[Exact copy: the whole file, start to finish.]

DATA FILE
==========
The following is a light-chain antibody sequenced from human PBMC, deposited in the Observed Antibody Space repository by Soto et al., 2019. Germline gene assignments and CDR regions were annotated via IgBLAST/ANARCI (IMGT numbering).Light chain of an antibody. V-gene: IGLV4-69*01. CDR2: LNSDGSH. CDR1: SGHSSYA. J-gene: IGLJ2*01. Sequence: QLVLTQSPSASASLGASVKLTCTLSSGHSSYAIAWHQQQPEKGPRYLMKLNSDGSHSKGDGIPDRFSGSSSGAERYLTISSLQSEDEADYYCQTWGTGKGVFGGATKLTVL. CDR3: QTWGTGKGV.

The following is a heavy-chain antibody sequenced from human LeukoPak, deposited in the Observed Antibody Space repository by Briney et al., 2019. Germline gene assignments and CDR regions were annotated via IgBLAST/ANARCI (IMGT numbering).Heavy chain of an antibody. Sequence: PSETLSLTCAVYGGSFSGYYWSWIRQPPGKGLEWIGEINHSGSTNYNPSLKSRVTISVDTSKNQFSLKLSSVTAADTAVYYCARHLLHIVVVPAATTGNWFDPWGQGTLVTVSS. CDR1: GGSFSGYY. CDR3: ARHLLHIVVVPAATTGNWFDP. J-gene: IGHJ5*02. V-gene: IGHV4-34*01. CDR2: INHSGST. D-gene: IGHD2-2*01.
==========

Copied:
The following is a light-chain antibody sequenced from human PBMC, deposited in the Observed Antibody Space repository by Soto et al., 2019. Germline gene assignments and CDR regions were annotated via IgBLAST/ANARCI (IMGT numbering).Light chain of an antibody. V-gene: IGLV4-69*01. CDR2: LNSDGSH. CDR1: SGHSSYA. J-gene: IGLJ2*01. Sequence: QLVLTQSPSASASLGASVKLTCTLSSGHSSYAIAWHQQQPEKGPRYLMKLNSDGSHSKGDGIPDRFSGSSSGAERYLTISSLQSEDEADYYCQTWGTGKGVFGGATKLTVL. CDR3: QTWGTGKGV.

The following is a heavy-chain antibody sequenced from human LeukoPak, deposited in the Observed Antibody Space repository by Briney et al., 2019. Germline gene assignments and CDR regions were annotated via IgBLAST/ANARCI (IMGT numbering).Heavy chain of an antibody. Sequence: PSETLSLTCAVYGGSFSGYYWSWIRQPPGKGLEWIGEINHSGSTNYNPSLKSRVTISVDTSKNQFSLKLSSVTAADTAVYYCARHLLHIVVVPAATTGNWFDPWGQGTLVTVSS. CDR1: GGSFSGYY. CDR3: ARHLLHIVVVPAATTGNWFDP. J-gene: IGHJ5*02. V-gene: IGHV4-34*01. CDR2: INHSGST. D-gene: IGHD2-2*01.